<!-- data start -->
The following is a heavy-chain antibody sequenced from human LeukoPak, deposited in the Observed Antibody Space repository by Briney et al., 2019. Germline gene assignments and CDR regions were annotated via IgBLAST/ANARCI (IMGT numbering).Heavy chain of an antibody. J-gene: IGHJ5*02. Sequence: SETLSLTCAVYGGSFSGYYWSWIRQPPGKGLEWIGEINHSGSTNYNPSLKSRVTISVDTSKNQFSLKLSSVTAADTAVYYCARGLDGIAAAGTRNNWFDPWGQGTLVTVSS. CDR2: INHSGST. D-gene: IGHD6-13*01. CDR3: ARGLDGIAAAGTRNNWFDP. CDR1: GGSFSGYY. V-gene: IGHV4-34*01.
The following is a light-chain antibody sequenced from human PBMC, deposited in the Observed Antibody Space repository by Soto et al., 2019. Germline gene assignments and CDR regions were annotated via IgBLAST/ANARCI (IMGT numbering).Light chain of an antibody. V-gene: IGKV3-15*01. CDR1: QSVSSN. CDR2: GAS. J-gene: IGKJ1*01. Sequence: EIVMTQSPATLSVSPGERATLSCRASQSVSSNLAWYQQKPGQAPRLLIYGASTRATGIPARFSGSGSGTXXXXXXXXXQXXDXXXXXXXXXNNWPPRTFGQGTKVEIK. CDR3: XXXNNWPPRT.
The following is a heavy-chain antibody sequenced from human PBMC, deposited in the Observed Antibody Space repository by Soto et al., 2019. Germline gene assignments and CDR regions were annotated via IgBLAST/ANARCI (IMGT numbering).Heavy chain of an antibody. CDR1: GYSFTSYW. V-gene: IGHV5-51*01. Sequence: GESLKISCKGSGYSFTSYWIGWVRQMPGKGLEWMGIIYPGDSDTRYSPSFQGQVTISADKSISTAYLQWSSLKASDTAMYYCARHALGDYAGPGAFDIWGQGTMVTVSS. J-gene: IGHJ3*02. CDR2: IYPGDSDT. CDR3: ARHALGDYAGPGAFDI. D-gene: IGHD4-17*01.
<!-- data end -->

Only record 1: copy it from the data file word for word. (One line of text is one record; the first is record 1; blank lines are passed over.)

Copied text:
The following is a heavy-chain antibody sequenced from human LeukoPak, deposited in the Observed Antibody Space repository by Briney et al., 2019. Germline gene assignments and CDR regions were annotated via IgBLAST/ANARCI (IMGT numbering).Heavy chain of an antibody. J-gene: IGHJ5*02. Sequence: SETLSLTCAVYGGSFSGYYWSWIRQPPGKGLEWIGEINHSGSTNYNPSLKSRVTISVDTSKNQFSLKLSSVTAADTAVYYCARGLDGIAAAGTRNNWFDPWGQGTLVTVSS. CDR2: INHSGST. D-gene: IGHD6-13*01. CDR3: ARGLDGIAAAGTRNNWFDP. CDR1: GGSFSGYY. V-gene: IGHV4-34*01.